Zettelkasten Forum


Should I be citing every source for a Zettel?

Hey everyone! I'm a bit new to the whole Zettelkasten system, but I think I've almost figured out enough to get started. The only thing I'm still confused about is how I should deal with citing the sources of my information.

For example, let's say there's a passage like this:

It’s important to understand the layers that make up a design, because getting those layers to work together is the key to creating designs that look good, that solve problems, and that ultimately influence your users.

For the Zettel, should I always start it with "According to [so and so]...", or should I just omit that and essentially present the idea as my own? And if I come across another source that slightly expands on this, how should I express that? And how should I deal with a source contradicting this information?

Comments

  • Definitely don't present an idea as your own if it comes from a source! I keep a "References" heading at the end of every note that includes the relevant citation(s). I'll update this list if I find another reference that is important to the development of that note. This is separate from restating the idea in your own words, which is how you determine if you understand what the reference is saying.

    Listing the author in the flow of the note is a personal choice. I tend to list the author in the note itself if an idea feels very intrinsically tied to that author, like in philosophy where one philosopher's writings on a subject can be very distinct from another's. In science notes, I tend to avoid listing authors in the note itself unless that author is unusual in their approach to a topic. Instead, I just keep a list of references in each note.

    Contradictory information can be added the same as you would add notes expanding upon or supporting a given note. Make a note detailing the contradiction, and add links between the two notes.

  • @prometheanhindsight Thanks for the advice! That really clarifies things. Do you have any specific format for citations that you use beyond what you mentioned?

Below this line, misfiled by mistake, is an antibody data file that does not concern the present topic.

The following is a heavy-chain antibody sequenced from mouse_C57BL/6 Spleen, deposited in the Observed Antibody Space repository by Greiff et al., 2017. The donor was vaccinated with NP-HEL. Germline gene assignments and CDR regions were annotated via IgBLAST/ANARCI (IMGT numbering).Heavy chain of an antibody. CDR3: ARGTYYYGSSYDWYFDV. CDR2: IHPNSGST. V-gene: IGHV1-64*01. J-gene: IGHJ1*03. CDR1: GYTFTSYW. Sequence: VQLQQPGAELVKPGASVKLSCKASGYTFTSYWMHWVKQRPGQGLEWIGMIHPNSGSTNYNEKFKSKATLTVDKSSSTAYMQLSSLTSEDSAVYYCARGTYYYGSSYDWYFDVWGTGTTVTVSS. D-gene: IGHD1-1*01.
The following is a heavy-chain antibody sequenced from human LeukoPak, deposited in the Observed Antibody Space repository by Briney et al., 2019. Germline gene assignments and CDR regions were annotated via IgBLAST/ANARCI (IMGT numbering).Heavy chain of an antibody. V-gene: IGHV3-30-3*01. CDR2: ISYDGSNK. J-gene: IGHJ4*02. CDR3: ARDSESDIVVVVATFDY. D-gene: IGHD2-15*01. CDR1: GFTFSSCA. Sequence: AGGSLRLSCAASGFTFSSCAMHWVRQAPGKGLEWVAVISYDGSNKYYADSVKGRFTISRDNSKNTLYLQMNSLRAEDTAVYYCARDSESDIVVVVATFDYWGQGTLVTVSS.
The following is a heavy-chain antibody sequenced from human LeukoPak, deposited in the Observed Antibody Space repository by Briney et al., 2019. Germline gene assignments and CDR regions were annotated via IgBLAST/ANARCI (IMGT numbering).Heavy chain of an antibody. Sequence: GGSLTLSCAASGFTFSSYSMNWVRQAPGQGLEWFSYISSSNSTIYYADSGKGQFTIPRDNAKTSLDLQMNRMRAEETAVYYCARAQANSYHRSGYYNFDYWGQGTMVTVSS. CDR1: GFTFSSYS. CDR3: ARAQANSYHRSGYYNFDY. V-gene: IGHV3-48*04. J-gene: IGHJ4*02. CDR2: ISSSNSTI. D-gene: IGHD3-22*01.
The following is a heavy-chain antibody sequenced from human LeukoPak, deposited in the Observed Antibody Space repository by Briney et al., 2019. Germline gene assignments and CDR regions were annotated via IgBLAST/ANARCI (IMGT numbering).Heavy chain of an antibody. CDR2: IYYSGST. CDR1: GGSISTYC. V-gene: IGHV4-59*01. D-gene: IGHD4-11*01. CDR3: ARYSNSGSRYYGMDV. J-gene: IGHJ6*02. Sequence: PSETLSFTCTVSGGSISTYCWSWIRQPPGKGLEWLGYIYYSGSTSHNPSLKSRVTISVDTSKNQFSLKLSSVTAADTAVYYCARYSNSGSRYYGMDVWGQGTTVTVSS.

• I'm a chemist, so I tend to use ACS format for citations. At the bottom of each note, I have a header called "References". Each reference is listed in ACS format (Authors. Title. Journal, Year, Pages. DOI) and in front of the reference I put a citekey in double square brackets, i.e. [[@ AuthorYearJournal]]. That way I can click on the citekey and pull up a list of other notes that use that reference.

    I follow a pretty similar format for non-science references. I put a citekey link, and then list out the relevant information generally following the same order as for scientific publications (Author, Title, Location, Year, Link).

    Despite typically writing in scientific disciplines, I don't use reference numbers in the note body (e.g., superscript numbers to tie a specific reference to each claim). If two or three papers contributed to a note, I'll just have those references listed together at the bottom. If it's important to differentiate what each of the references contributed, I'll typically make foot notes to clarify. If a note ends up drawing on more than two or three references, then I begin to question whether it is actually atomic or whether it needs to be split up and replaced with a structure note, or if the note's scope is too general.

  • I'm a writer studying literature, so I tend to use MLA format for citations. At the bottom of each note, I have a header called "Bibliographical data". This is where I collect the references to the ideas expressed in the note. I tie quotes and sometimes ideas as footnotes into the list of bibliographical data. All quotes I cite.

    What is your area of study?

    Here are three examples. the first is the usual. A book reference. I then know that all the ideas that are expressed in the note have their source in the book even if I've refactored the wording and ideas.

    This one is more detailed in that it has several references and footnotes.

    This is just for fun.

    Will Simpson
    The quality of our thinking is directly proportional to the quality of our reading. To think better, we must read better. - Rohan
    kestrelcreek.com

  • edited December 2022

    It depends on your intended output. I use my Zettelkasten mostly for academic research, so it'd be quite the issue if I couldn't state exactly the source of a claim I'm making.

    I use a controlled vocabulary for expressing certain relationships between Zettels. Let's say that I have a card named "1" which is an excerpt with evidence about something, and another one named "2" which has an excerpt with more evidence about the same thing, and I've noticed 2 supports 1. I'd write another Zettel, "3", which would read:

    "[[2]] corroborates [[1]]."

    I have a dual analog-digital Zettelkasten, and I use my digital mirror to track relationships such as "corroborates". I can do some neat things with it, like making an entity-relationship graph visually displaying such connections. But you can do the same thing just fine (with a bit more manual work) with a completely analog Zettelkasten.

  • @6g_no_hoshi said:
    I use a controlled vocabulary for expressing certain relationships between Zettels.

    "[[2]] corroborates [[1]]."

    Would you mind sharing some more of the verbs you use to build these relationships?

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